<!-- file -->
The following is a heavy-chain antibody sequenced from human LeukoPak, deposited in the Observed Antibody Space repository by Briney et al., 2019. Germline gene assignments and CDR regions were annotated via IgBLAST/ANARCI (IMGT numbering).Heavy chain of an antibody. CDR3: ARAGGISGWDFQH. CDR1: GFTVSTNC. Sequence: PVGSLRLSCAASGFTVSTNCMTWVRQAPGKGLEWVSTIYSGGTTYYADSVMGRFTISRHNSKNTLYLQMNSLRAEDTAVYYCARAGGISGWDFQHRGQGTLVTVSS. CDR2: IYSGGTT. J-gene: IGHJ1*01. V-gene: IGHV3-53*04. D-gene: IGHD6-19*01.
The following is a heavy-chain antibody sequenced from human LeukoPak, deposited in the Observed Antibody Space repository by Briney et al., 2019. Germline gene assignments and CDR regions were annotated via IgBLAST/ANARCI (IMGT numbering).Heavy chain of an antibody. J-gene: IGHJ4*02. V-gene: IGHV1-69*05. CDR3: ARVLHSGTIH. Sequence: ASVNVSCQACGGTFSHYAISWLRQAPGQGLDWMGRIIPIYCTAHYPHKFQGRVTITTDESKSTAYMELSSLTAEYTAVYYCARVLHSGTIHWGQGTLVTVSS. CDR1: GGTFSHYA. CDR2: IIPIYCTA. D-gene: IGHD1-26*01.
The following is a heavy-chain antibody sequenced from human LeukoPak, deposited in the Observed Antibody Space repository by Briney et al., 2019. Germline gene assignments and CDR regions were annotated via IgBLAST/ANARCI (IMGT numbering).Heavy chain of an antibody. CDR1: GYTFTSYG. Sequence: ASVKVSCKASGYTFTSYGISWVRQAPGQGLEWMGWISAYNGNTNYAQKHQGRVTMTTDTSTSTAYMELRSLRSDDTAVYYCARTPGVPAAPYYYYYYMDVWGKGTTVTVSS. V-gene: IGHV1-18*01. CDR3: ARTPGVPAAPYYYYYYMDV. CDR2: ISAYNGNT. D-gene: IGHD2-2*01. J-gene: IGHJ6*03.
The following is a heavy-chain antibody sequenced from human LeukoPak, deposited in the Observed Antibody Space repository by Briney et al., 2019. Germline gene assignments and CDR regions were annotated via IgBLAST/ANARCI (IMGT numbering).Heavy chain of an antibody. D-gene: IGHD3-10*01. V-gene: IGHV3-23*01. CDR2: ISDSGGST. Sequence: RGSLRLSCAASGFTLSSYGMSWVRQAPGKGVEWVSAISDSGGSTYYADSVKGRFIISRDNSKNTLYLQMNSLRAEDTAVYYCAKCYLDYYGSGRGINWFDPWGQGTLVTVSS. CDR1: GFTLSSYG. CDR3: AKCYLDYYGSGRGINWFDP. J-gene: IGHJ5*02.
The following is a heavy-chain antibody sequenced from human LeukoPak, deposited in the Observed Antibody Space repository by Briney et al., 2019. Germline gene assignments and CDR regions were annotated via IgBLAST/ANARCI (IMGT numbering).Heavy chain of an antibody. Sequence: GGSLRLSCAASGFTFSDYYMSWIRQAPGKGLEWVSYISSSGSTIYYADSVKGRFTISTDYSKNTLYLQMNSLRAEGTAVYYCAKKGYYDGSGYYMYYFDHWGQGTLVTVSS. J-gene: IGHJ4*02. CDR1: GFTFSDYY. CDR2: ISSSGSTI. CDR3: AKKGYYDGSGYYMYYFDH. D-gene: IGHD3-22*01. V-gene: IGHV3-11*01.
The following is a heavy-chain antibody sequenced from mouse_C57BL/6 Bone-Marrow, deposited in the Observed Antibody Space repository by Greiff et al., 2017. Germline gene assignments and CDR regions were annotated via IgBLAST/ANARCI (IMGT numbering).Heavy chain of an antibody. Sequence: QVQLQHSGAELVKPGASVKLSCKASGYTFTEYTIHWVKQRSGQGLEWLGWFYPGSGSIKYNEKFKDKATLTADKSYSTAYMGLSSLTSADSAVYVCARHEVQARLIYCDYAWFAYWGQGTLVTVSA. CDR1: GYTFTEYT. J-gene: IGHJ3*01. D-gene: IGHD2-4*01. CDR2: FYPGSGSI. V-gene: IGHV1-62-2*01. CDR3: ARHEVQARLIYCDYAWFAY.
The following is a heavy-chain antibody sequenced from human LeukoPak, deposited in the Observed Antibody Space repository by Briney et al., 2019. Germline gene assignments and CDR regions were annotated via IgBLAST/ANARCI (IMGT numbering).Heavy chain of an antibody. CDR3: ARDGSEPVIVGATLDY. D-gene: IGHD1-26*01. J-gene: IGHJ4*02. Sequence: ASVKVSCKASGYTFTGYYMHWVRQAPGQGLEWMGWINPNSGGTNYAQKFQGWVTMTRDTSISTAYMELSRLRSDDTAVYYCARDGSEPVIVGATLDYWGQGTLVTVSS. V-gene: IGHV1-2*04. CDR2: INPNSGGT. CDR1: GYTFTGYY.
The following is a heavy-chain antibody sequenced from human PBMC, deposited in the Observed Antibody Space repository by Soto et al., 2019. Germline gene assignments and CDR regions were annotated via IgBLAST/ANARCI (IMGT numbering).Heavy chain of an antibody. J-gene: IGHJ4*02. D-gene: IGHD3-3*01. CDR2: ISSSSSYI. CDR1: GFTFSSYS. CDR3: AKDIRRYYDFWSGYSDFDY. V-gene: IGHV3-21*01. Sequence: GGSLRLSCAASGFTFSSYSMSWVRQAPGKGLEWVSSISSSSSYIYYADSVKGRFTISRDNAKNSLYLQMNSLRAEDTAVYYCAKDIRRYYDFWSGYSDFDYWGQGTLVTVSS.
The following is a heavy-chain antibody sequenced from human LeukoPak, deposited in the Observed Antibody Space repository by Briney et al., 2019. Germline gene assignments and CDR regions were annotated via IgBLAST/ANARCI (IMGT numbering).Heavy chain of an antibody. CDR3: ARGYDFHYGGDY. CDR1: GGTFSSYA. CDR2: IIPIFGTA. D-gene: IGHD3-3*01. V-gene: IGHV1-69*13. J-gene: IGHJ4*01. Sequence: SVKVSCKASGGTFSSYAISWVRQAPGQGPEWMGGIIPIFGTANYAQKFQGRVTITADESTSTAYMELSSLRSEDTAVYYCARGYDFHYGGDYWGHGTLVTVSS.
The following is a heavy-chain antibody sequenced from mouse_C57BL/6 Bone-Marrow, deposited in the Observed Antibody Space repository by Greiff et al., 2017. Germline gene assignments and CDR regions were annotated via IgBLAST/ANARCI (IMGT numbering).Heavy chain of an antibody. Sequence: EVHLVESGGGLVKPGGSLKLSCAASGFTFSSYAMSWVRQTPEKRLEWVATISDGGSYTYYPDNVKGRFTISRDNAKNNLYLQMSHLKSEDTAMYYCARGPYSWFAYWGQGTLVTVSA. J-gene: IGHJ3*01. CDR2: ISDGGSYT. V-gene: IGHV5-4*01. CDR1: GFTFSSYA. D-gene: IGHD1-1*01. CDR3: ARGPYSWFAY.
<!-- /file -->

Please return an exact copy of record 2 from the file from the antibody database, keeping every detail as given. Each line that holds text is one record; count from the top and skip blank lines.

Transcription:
The following is a heavy-chain antibody sequenced from human LeukoPak, deposited in the Observed Antibody Space repository by Briney et al., 2019. Germline gene assignments and CDR regions were annotated via IgBLAST/ANARCI (IMGT numbering).Heavy chain of an antibody. J-gene: IGHJ4*02. V-gene: IGHV1-69*05. CDR3: ARVLHSGTIH. Sequence: ASVNVSCQACGGTFSHYAISWLRQAPGQGLDWMGRIIPIYCTAHYPHKFQGRVTITTDESKSTAYMELSSLTAEYTAVYYCARVLHSGTIHWGQGTLVTVSS. CDR1: GGTFSHYA. CDR2: IIPIYCTA. D-gene: IGHD1-26*01.